One day before the June 24 Republican primary runoff, S.C. superintendent of education candidate Sally Atwater is facing a lawsuit that claims she assaulted a special needs student in her elementary school classroom.
The lawsuit (click here to read the whole thing) was filed in a Colleton County court on June 19, nine days after Atwater took a close second in the Republican primary and five days before she faces Molly Spearman in a runoff. In a written statement, Atwater campaign spokesman Luke Byars called the lawsuit "baseless and frivolous" and "one of the lowest political hit jobs I have witnessed in 25 years of South Carolina politics."
Much of the lawsuit focuses on an incident that allegedly took place on Dec. 19, 2013. According to the suit, Atwater, a special needs teacher at Hendersonville Elementary School, hung a piñata in her classroom, instructed the students to beat it until candy came out, and then "yelled out that the students were not to go after the candy." When the student (referred to as BO for anonymity's sake) tried to pick up the candy from the floor, the lawsuit states, "With actual malice and intent to harm, and with a crazed, angry look on her face, Atwater charged at and assaulted and physically shoved BO away from the candy from the piñata."
In the lawsuit, the parents also accuse Atwater of making "malicious and demeaning comments" to the student. In October 2013, the suit claims that Atwater stopped her special needs students in a school hallway and told them they "were all either going to be thugs, gang member[s], or end up in jail," and in September 2013 Atwater allegedly "castigated" BO after the student came to school with a broken ankle. Atwater is also accused of allowing a teacher's assistant to work in her classroom with no training in special education. On Jan. 8, 2014, the assistant allegedly grabbed BO by the arm, causing bruising and red marks.
"Atwater held herself out as having received appropriate training to teach special needs students," the complaint reads, "but none of her conduct was consistent with that purported training."
Atwater has taught special needs classes at Hendersonville Elementary School for two years and previously taught in Rock Hill, Gilbert, and Columbia. In campaign materials, she touts 49 years of experience in education, including her service in the U.S. Department of Education during the Reagan years, where her website says she "helped oversee the implementation of the Education of All Handicapped Children Act."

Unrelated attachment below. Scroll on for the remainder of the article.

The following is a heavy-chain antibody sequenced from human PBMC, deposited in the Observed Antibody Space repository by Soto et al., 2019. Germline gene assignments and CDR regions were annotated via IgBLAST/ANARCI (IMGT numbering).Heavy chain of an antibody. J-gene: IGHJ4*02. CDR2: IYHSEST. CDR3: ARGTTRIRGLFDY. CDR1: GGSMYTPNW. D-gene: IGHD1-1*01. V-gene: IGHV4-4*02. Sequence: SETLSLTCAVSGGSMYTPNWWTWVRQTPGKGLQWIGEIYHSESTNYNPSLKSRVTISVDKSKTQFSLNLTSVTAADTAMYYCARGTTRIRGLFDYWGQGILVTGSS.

The Atwater campaign team says it has turned over documents related to the lawsuit to the State Law Enforcement Division and "called for an investigation into this attempt to hijack the election through blackmail and extortion." Byars' statement continues:
"Molly Spearman's political friends have been running a non-stop coordinated smear campaign against Sally Atwater ever since the primary. If it is proven later that Molly's campaign is involved in this lawsuit being filed, it would be one of the lowest political attacks ever.
"Sally is a well-respected special needs teacher, with a Masters Degree in Special Education. Sally has worked in South Carolina public schools for over 11 years and has been championing the rights of the intellectually disabled before deciding to run for superintendent. Her record in the classroom is impeccable.
"The timing of this baseless action speaks volumes as to its true intent to interfere with the outcome of this election. Most importantly, over the last couple of months this group has tried to extort almost one million dollars from Mrs. Atwater under threat of filing this lawsuit. Therefore, we are officially calling on the South Carolina State Law Enforcement Division to investigate this attempt to hijack this election through blackmail and extortion."
According to a copy of an e-mail provided by the Atwater campaign, the parents' attorney, J. Olin McDougall II, asked for an unspecified "take it or leave it" settlement April 30 from Atwater, stating that if the money was not received by May 1, he would proceed in filing a lawsuit.
Atwater is well-connected in South Carolina political circles thanks to her late husband Lee Atwater, the former chairman of the Republican National Committee who was described by friends and foes alike as a bare-knuckle Machiavellian political operative. In e-mails to McDougall, Atwater is represented by Butch Bowers, an attorney with strong Republican ties who previously helped clear Gov. Nikki Haley's name in a state ethics investigation.
The plaintiffs, on the other hand, threatened in a March 31 letter to enlist the help of attorney Richard A. "Dick" Harpootlian, former director of the S.C. Democratic Party, to pursue the claim.
The lawsuit, filed against both Atwater and Colleton County School District, asks for a jury trial and seeks actual and punitive damages. It states that the parents "suffered economic loss as a result of the injuries sustained by BO," but it does not specify the amount or exact cause of the economic loss.